The Women's Resource Center will sponsor "How to be Friends: Relationships Between Sexualities" at 7 p.m. on Oct. 28 in Ryle Hall main lounge; Prism will cosponsor the event.
The WRC will also sponsor "BandFest: Fundraiser for Breast Cancer" from 7 to 9 p.m. on Oct. 29 in the SUB Down Under. All proceeds go to breast cancer research.
Rita Silverman, professor of education and co- director of the Center for Case Studies in Education at Pace University, will bring extensive experience with the case study method to workshops.
The first workshop will be from 1:30 to 3:30 p.m. on Oct. 30 in the SUB Alumni Room; the workshop will be repeated from 9:30 to 11:30 a.m. on Oct. 31 in the same room. "Using Case Studies in the Classroom" is a practical, hands-on workshop. Faculty will play the role of students in a demonstration class and will encourage dialogue with Silverman about how the method works and how to prepare cases for their own courses.
All faculty and staff are welcome to participate at no charge. Participants must register by calling the Office of Faculty Devel-opment at 785.4391. If you have questions, call Alanna Preussner at 785.4477 or 785.4489.
"Questions and Answers with Rita Silverman" for faculty will be from 1 to 2 p.m. on Oct. 31 in the SUB Conference Room.
Silverman will have a special session for students, "Facing the Case Study" from 11 a.m. to noon on Oct. 30 in the SUB Governors' Room.
Silverman has co-authored 12 books on topics in education, with particular emphasis on case studies in teacher education. She has published many book chapters and articles on reflective practice. She has worked extensively with assessment, diversity issues, faculty development and teacher training, including graduate teaching assistants. Her most recent book, with W.M. Welty and S. Lyon, Case Studies for Teacher Problem Solving, was published in 1996 by McGraw-Hill.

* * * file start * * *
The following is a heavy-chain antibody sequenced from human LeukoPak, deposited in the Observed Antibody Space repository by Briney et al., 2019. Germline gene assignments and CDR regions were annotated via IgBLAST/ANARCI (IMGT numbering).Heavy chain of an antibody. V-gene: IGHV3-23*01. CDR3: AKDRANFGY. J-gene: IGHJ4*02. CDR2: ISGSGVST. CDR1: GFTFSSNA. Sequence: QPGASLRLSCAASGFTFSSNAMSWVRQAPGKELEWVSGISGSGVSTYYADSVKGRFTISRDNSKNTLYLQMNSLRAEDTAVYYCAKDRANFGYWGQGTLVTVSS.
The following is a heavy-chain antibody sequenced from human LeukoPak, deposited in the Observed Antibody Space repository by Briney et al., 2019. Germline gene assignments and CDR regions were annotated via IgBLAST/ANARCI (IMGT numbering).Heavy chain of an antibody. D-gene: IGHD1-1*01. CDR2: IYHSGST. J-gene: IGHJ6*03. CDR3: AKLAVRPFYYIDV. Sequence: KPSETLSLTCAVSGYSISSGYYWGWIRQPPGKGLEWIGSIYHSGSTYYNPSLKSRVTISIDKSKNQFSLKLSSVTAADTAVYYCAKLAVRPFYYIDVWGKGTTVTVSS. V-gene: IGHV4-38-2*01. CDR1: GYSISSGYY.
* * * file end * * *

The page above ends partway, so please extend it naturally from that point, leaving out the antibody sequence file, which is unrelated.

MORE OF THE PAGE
Silverman has presented workshops on using case studies at many national conferences and at a wide variety of colleges and universities around the United States. She has received several FIPSE grants from the U.S. Department of Education and has been a regular contributor to AAHE, Lilly Foundation, Professional and Organiza-tional Development Network, AACTE and AERA activities.
Richard "Fritz" Klein is not just a Lincoln look- alike, but rather a serious student of one of our greatest U.S. presidents.
Klein will portray Lincoln at 7:30 p.m., Nov. 3 in the Ryle Hall main lounge as part of Monday Nights In Ryle.
Klein has portrayed Lincoln since 1976 in 35 states on stage, television and film. Born and raised in southern California, he first portrayed Lincoln at a municipal celebration of the nation's bicentennial. He strives to "leave behind an expression of Lincoln's actual thoughts, humor and sentiments" and seeks to engage the audience directly. His program is well researched; it is based on the work of authors such as David Herbert Donald, Louis Warren and Benjamin Thomas.